Agroscope, ETH Zurich, University of Zurich

Remote Sensing Allows Prediction of Yields within Grain Fields

With the help of satellite data, yields can be estimated both over a wide area and at individual field level. This is also possible in small-scale Swiss agriculture, as shown by a team consisting of ETH Zürich, the University of Zurich and Agroscope. 

Satellite data can be used to measure crop growth on fields. Harvest yields have already been estimated in this way on a large scale, for, among others, the whole of the US and entire regions in Australia, using e.g. NASA Landsat satellite data.

European satellites provide higher spatial resolution

How could this method work in areas with small-scale agriculture, like Switzerland? The DeepField Project pursued answers to this and other questions through the collaboration of ETH Zurich, the University of Zurich and Agroscope. Funded by the Swiss Federal Office for Agriculture, the project uses freely available data from European Space Agency (ESA) Sentinel-2 satellites, which have a spatial resolution of up to 10m and an overflight frequency of 3–5 days – both of which are higher than for Landsat satellites.  

Optimised for vegetation monitoring, the Sentinel-2 satellites’ instruments record the light reflected by plants as a spectral signature. This signature enables conclusions to be drawn about plant properties such as biomass and chlorophyll content, which can also reflect the nitrogen content of the plants.

In a recently published study, the team shows that it is possible to model harvest yields within grain fields with the 10m resolution in the small-scale surface areas characteristic of Swiss agriculture. This method was tested on a – by Swiss standards – large farm in Witzwil, Canton of Bern, where the yield map of the modern combine harvester could be used as model training data.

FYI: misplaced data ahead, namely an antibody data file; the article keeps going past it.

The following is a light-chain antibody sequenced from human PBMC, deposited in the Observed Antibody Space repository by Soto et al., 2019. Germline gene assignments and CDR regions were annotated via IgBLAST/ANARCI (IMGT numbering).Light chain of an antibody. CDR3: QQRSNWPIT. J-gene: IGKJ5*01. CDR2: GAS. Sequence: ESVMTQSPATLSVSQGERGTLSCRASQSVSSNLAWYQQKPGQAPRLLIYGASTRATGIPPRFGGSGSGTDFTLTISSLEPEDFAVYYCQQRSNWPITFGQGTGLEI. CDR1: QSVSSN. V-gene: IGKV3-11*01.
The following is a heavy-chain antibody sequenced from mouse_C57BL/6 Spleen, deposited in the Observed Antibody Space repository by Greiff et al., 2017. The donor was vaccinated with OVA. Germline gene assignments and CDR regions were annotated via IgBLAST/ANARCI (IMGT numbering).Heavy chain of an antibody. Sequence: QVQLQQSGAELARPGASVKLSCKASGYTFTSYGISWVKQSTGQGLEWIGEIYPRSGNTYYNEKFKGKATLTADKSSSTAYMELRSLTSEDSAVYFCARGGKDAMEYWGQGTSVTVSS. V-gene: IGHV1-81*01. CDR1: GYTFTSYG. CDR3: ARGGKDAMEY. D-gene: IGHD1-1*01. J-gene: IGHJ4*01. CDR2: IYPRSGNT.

Easier data handling thanks to ArtificiaI Intelligence

The research team compared four modelling methods: three relatively frequently used methods and one relatively new approach based on Artificial Intelligence (AI), i.e. neuronal networks. It was shown that the AI method could independently pick out cloudy and clear-sky data points from the satellite images, which greatly simplifies and thus speeds up pre-processing of the measurement data.  

According to the authors, this study shows that harvest yields can be successfully modelled using ESA satellite data, existing methods and AI. For the method to be used in practice, more yield maps would be required and these would need to be distributed throughout Switzerland to enable the models to be more widely calibrated and supported.

Possible applications: yield forecasts, precision farming, environmental monitoring

Among other things, small-scale modelling and forecasting of harvest yields can be used to assess Switzerland’s food security at an early stage and to produce both Switzerland-wide and farm-specific yield-potential maps. Farms could use such findings to optimise fertilisation, sowing density and other cultivation strategies, as well as to identify and subsequently reduce possible environmental impacts.


  • Freely available European Space Agency satellite data could in future be used to estimate harvests on fields in the small-scale context of Switzerland.
  • Neuronal networks are suitable for estimating harvests, as they work as well as existing models whilst having the advantage of being able to independently filter out useless data, thereby simplifying data processing.
  • For use throughout Switzerland, the method must first be calibrated on a larger scale. For this, multiyear yield maps for other regions of Switzerland are also needed.
  • The method is suitable for use within the context of agri-environmental monitoring and for assessing food security, as well as for precision farming, e.g. as a basis for site-specific fertilisation.
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